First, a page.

Dr. King addresses the issue of the Future of Integration to an assembly at the State University of Iowa on November 11, 1959.

The Meaning of the Sit-Ins

This document describes the growing civil rights movement. It discusses the tactics various civil rights organizations are using and briefly touches on the tactics of opposition groups.

The Montgomery Bus Boycott Story

This dramatic story gives a riveting account of the Montgomery Bus Boycott movement and its aim to end segregation of the public transit in Montgomery, Alabama after the arrest of Rosa Parks. E.D. Nixon and other ministers illustrate the philosophy of nonviolent tactics employed by the Montgomery Improvement Association and their struggle for "cosmic companionship."

The New Frontiersmen

William Miller recaps the recent presidential elections and the important issues President John F. Kennedy will have to address. President Kennedy has proposed a new program called the New Frontier, which for many African Americans, is believed to be a part of the nonviolent Civil Rights Movement. Miller states that the Civil Rights Movement is not one that can be overlooked by the President and must be seriously addressed if he wants to stay true to his political platform.

The Other America

Dr. King delivered this speech, "The Other America," for the Local 1199 Salute to Freedom program. The speech emphasized the need to address poverty, the Vietnam War, and race relations in America.

The Quiet Work: How to Win Jobs and Influence Businessmen

This SCLC news release details the history of Operation Breadbasket and its progress in the field of economic opportunity for African-Americans.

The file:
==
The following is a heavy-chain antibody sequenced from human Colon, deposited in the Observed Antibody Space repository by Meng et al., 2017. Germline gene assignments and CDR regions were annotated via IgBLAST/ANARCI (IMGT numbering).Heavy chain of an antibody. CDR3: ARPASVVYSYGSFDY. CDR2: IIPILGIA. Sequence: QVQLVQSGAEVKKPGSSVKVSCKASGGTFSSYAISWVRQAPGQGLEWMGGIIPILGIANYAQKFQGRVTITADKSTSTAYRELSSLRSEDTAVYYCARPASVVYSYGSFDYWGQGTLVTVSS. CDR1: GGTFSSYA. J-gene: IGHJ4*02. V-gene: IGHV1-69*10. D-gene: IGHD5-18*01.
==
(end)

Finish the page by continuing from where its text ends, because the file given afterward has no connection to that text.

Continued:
The Sword That Heals

Dr. King, in this article adapted from his book "Why We Can't Wait," evaluates the intimidation the Negro faces as a result of securing freedom. He uses the campaigns in Birmingham, Albany, and Montgomery as backdrops to depict how the use of nonviolent direct action causes unrelenting sacrifice in the face of grave danger. This article was published in this quarterly summer 1964 issue of "The Critic."

The Witness: MLK Writes from Birmingham Jail

"The Witness" publishes the second part of Dr. King's "Letter from Birmingham City Jail." In this pivotal document, Dr. King expresses dissatisfaction with the white moderate and the white church regarding their silent stance on segregation and discrimination. He urges individuals to understand the delays, broken promises, and intimidation Negroes face to secure their freedom.

The World's March Toward Human Rights

Dr. King addresses the issue of Equal Justice Under the Law at a convocation of the NAACP Legal Defense Fund.

Transcript of National Educational Television's For Freedom Now

For Freedom Now, with host Dr. Kenneth Clark, is television’s first exchange of ideas by the leaders of five organizations engaged in securing full civil rights for Negroes. Featured guests are Dr. King of SCLC, Whitney Young of the National Urban League, James Farmer of CORE, James Forman of SNCC, and Roy Wilkins of the NAACP.

Unsigned Memo to Arthur Shores

In this memo to Mr. Shores, the author wants to get an update status on eight clients that served sentences in Birmingham for parading without a permit. Dr. King was sent a copy of the memo.

Unwise and Untimely?

This pamphlet from the Fellowship of Reconciliation features a letter written from eight Alabama Clergymen to Dr. King. The Clergymen express their discontent with the movement and Dr. King brings forth a response. The response is later known as one of Dr. King's famous texts, "Letter from Birmingham City Jail." The pamphlet also includes Dr. King's "I Have a Dream" speech from the 1963 March on Washington.

Young Americans Newsletter

This Young Americans newsletter covers topics such as: The Vietnam War, Young Americans for Freedom, and the usage of violence for a good cause.

Pages